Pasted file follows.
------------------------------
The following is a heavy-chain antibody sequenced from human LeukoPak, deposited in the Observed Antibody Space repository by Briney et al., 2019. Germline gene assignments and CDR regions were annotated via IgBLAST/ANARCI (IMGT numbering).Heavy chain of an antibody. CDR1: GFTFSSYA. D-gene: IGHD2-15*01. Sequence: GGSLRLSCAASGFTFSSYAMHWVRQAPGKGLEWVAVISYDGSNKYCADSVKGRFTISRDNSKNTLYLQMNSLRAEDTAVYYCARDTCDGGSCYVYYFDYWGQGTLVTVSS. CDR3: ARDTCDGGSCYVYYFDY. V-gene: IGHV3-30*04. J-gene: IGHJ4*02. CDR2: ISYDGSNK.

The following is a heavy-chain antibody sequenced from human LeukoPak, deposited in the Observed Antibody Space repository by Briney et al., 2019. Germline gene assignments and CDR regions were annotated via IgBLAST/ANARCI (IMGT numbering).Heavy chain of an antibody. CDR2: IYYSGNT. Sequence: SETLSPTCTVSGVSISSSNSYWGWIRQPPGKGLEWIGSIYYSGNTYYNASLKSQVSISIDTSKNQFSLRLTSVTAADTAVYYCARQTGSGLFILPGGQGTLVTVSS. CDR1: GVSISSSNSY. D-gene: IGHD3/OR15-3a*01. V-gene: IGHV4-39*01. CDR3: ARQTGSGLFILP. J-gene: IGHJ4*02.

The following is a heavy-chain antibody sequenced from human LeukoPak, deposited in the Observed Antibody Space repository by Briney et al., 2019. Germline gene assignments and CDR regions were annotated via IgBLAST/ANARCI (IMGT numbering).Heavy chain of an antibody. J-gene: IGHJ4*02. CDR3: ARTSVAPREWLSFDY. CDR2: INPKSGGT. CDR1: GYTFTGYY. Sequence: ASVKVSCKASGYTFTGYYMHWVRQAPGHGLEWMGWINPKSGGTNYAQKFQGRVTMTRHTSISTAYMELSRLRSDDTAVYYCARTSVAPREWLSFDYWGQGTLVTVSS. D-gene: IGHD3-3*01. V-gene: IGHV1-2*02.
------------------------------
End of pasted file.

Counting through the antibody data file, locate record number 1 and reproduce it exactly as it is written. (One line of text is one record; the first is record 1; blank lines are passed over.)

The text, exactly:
The following is a heavy-chain antibody sequenced from human LeukoPak, deposited in the Observed Antibody Space repository by Briney et al., 2019. Germline gene assignments and CDR regions were annotated via IgBLAST/ANARCI (IMGT numbering).Heavy chain of an antibody. CDR1: GFTFSSYA. D-gene: IGHD2-15*01. Sequence: GGSLRLSCAASGFTFSSYAMHWVRQAPGKGLEWVAVISYDGSNKYCADSVKGRFTISRDNSKNTLYLQMNSLRAEDTAVYYCARDTCDGGSCYVYYFDYWGQGTLVTVSS. CDR3: ARDTCDGGSCYVYYFDY. V-gene: IGHV3-30*04. J-gene: IGHJ4*02. CDR2: ISYDGSNK.